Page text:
The Short Version: Four short stories, essentially – all tangentially involving Morpheus and The Endless. Stories about writing and creation, about the faces we put on to face the world and synthesize our thoughts… stories about our dreams.
The Review: An interesting pause in the ongoing story (which seemed like it was just revving up) of Morpheus, the Dreamlord. We get some interesting background again here as well as another dalliance with the superhero canon – but the real coup of this volume is the Shakespeare story.
When the Bard popped up briefly during the interlude in the last novel, I was intrigued as to their deal – but also assumed that, well, okay, authors are entitled to their mysteries on that front and so I didn’t ever think I’d see the Bard again. Instead, I was pleasantly surprised to be treated to a showing of A Midsummer Night’s Dream… for the assembled court of the Fae. Oberon (here Auberon) and Titania and their entire retinue are brought through from the worlds of Faerie at Morpheus’ request to see the play’s premiere – and it is a wondrous thing. The Faerie King & Queen lament how the world is [was] changing, how there’s no place for their kind anymore… and immediately, my mind jumped to (of all things) Jez Butterworth’s Jerusalem. There aren’t many who hold onto the old ways but it’s hard not to believe (today, anyway) that there wasn’t once magic in the English hills. This moment, an invention of Mr. Gaiman’s bounteous imagination, struck a chord. And I loved the winking aside at the end to Puck still being at large in the world.
I should take a moment here to acknowledge the artistry of these books a little more than I have so far. Dave McKean is, of course, a master and his work throughout Gaiman’s ouvre is brilliant – but I only even really noticed the artist specifically this time because I caught Charles Vess’ name – and I know his work from Rose, the brilliant prologue to the Bone series. And it is, yes, entirely a failing of mine that I’ve not paid more attention to the brilliant artists who’ve drawn and inked the pages in front of me. And so I started to pay more attention, to really notice things. And to see that even with illustrators varied, the spirit of the thing shines through in each and every incarnation. Death, when she appears in the final story of this collection, is a saucy sexy woman – and before, she was a spunky younger girl. Yet she is the same and it’s not just Gaiman’s writing that does it: it’s the unifying theory behind all of the artwork.
Look, too, at the words themselves. The varied typography depending on who – or what – is speaking is a delight, adding shading to the words themselves. My favorite is undoubtedly Morpheus’ inverted color scheme: white words on a black background. There are reasons and metaphors and what-not that you could write college essays on – but there’s a simpler thing to it as well. It’s like when you read a Discworld book and someone shows up speaking in all caps and you say “well, hello, it’s Death!” It is singular and striking and a little funny, not in a ha-ha way but in a way that makes you smile because you like it so.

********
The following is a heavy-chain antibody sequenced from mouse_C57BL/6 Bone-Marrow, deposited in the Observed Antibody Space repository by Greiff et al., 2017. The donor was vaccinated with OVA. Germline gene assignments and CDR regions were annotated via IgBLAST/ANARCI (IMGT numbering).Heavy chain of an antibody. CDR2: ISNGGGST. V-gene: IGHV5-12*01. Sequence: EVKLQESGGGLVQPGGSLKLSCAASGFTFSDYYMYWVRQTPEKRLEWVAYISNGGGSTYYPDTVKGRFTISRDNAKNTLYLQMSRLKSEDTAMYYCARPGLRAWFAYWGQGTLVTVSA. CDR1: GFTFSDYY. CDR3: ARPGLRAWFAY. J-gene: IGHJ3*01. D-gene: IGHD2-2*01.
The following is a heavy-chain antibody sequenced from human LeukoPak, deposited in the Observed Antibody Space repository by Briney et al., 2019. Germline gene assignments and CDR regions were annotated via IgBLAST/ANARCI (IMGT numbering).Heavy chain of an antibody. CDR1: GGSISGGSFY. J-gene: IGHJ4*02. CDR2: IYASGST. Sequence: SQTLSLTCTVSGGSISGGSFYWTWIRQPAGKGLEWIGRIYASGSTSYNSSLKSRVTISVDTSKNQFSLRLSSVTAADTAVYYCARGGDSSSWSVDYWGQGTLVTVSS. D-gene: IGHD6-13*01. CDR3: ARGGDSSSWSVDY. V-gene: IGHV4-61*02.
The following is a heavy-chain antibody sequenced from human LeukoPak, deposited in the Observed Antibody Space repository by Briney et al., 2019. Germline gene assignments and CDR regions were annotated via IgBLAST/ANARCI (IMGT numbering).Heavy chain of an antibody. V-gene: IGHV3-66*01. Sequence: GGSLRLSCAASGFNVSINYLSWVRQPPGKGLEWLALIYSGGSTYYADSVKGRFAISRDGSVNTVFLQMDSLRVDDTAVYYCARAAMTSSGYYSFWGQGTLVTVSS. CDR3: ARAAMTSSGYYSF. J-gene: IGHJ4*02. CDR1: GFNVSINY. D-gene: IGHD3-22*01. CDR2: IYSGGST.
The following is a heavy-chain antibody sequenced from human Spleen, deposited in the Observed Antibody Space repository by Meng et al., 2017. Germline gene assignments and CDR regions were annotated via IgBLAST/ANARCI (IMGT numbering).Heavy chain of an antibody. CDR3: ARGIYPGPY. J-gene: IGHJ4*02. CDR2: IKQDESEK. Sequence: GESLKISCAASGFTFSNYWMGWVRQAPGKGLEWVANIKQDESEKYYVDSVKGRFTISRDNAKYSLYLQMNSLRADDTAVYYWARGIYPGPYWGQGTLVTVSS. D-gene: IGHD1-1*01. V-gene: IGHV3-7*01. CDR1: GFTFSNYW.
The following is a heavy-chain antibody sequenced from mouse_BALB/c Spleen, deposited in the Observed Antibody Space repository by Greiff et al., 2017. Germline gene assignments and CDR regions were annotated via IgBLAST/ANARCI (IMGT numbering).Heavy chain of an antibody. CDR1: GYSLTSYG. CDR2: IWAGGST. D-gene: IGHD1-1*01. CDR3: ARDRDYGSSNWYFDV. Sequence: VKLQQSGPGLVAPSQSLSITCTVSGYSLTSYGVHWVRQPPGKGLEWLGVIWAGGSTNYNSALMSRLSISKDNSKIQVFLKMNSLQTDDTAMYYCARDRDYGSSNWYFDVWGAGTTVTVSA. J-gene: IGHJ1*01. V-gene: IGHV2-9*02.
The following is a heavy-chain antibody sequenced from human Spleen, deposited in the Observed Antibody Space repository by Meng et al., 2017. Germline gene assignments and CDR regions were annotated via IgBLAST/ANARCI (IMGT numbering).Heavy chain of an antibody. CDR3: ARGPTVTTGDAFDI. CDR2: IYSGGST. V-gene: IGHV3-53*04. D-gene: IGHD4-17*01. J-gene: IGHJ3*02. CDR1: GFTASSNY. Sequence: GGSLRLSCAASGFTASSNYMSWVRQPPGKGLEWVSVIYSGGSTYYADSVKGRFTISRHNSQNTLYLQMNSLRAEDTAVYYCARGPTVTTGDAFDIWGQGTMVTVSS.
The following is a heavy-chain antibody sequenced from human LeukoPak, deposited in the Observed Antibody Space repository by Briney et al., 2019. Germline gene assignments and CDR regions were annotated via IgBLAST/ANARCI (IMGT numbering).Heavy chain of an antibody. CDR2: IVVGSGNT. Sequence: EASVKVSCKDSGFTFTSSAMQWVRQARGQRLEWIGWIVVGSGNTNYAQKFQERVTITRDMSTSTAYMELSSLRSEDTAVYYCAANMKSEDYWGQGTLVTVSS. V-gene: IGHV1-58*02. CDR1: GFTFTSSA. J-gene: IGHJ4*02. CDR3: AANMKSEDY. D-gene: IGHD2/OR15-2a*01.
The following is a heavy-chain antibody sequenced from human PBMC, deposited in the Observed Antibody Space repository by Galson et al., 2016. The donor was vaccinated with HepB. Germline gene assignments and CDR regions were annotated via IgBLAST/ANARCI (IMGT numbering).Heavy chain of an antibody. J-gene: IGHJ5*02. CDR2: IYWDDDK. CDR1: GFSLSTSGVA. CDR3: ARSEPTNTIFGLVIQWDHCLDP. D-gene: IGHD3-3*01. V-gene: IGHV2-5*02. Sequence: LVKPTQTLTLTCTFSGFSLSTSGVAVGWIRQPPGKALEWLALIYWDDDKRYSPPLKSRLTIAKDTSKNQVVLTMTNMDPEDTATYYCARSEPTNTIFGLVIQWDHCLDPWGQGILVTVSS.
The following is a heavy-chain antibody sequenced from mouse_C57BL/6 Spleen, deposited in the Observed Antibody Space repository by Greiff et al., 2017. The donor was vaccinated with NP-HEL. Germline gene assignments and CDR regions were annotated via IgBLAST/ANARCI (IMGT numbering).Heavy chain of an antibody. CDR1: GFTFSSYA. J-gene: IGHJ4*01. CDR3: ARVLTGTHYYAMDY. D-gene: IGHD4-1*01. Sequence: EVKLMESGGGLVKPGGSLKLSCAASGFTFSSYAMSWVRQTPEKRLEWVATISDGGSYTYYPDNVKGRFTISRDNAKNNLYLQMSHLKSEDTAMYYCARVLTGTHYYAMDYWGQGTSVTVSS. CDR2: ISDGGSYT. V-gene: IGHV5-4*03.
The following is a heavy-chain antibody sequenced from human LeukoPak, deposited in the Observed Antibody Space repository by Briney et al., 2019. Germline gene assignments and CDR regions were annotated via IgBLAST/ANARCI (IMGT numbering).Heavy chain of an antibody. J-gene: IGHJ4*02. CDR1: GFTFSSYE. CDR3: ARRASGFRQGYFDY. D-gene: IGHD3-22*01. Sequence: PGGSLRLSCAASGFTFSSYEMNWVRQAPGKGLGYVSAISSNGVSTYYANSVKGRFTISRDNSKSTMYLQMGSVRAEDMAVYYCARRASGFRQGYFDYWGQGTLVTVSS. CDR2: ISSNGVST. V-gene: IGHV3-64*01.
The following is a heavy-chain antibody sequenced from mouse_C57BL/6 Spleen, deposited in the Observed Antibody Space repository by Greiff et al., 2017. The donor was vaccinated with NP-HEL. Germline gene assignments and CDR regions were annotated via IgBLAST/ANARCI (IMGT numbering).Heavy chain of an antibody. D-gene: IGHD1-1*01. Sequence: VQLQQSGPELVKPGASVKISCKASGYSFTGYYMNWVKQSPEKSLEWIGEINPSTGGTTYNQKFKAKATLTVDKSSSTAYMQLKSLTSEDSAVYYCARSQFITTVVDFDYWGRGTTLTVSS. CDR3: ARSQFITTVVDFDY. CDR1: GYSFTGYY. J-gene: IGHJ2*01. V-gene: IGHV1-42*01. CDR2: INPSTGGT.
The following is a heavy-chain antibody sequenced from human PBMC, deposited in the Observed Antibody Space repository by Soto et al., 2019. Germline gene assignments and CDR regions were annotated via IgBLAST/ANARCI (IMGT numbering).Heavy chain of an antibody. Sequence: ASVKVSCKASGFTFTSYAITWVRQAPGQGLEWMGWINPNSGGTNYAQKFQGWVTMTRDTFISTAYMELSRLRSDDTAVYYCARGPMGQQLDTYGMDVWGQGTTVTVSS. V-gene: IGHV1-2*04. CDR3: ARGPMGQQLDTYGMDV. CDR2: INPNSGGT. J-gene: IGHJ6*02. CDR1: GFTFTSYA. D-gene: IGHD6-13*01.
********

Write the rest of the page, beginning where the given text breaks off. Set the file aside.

Speaking of Discworld (I keep referencing Mr. Pratchett this year, I suppose because he is on my mind), I loved the story about the cats. Even though I’m not much for cats. But with a Dream of Cats, much like the Death of Rats in Discworld, I saw the interesting universality of experience. The idea that we all interpret reality the way we want or need to, even if its subconsciously. What if we all woke up tomorrow and cats were the dominant species on the planet? I’m just saying, that’s not a totally out there thought; people have thought that, I’m sure, in the past.
Also, the Calliope story… for one thing, it ties in Greek myth (which I loved). But for another, that idea of having so many ideas that you can’t get them all out in time… I’m not saying I suffer so greatly but I think we can all perhaps associate with that problem, at one point or another. And who wouldn’t trade for terrible things in order to create amazing works? There’s a reason so many great artists are said to’ve (or rumored to be said to have) sold their souls to the devil for their talents. Because deep down, we know we all would be tempted. I know I would be, anyway.
Rating: 4 out of 5. Interesting stories and increasingly beautifully drawn. The high point, for me, was easily the Shakespeare story – but all of them are interesting in their own right. I like learning more about Morpheus and about the world/mythos that Gaiman is grafting onto our own. But I want more of the proper story now – and judging from the introduction to this volume (which had some amazing things to say about dreaming/reality), that’s coming next. But it’ll wait until tomorrow, I should think.